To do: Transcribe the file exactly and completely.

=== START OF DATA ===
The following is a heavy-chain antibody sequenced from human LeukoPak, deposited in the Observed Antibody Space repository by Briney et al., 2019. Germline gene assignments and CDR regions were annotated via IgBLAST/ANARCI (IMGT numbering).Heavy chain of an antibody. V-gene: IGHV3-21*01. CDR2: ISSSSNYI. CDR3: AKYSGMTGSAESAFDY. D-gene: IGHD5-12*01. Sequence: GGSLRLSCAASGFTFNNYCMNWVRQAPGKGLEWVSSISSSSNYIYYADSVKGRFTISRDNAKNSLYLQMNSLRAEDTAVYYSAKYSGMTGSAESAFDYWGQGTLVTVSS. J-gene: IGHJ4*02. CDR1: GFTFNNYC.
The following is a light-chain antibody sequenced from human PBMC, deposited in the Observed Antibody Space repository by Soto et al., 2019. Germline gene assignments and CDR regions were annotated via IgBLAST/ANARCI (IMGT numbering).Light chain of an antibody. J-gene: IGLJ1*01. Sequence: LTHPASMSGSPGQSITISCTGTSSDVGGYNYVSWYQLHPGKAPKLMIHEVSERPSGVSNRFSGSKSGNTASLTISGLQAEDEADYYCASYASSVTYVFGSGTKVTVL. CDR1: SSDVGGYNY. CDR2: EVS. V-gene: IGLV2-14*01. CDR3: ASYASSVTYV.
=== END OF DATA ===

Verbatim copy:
The following is a heavy-chain antibody sequenced from human LeukoPak, deposited in the Observed Antibody Space repository by Briney et al., 2019. Germline gene assignments and CDR regions were annotated via IgBLAST/ANARCI (IMGT numbering).Heavy chain of an antibody. V-gene: IGHV3-21*01. CDR2: ISSSSNYI. CDR3: AKYSGMTGSAESAFDY. D-gene: IGHD5-12*01. Sequence: GGSLRLSCAASGFTFNNYCMNWVRQAPGKGLEWVSSISSSSNYIYYADSVKGRFTISRDNAKNSLYLQMNSLRAEDTAVYYSAKYSGMTGSAESAFDYWGQGTLVTVSS. J-gene: IGHJ4*02. CDR1: GFTFNNYC.
The following is a light-chain antibody sequenced from human PBMC, deposited in the Observed Antibody Space repository by Soto et al., 2019. Germline gene assignments and CDR regions were annotated via IgBLAST/ANARCI (IMGT numbering).Light chain of an antibody. J-gene: IGLJ1*01. Sequence: LTHPASMSGSPGQSITISCTGTSSDVGGYNYVSWYQLHPGKAPKLMIHEVSERPSGVSNRFSGSKSGNTASLTISGLQAEDEADYYCASYASSVTYVFGSGTKVTVL. CDR1: SSDVGGYNY. CDR2: EVS. V-gene: IGLV2-14*01. CDR3: ASYASSVTYV.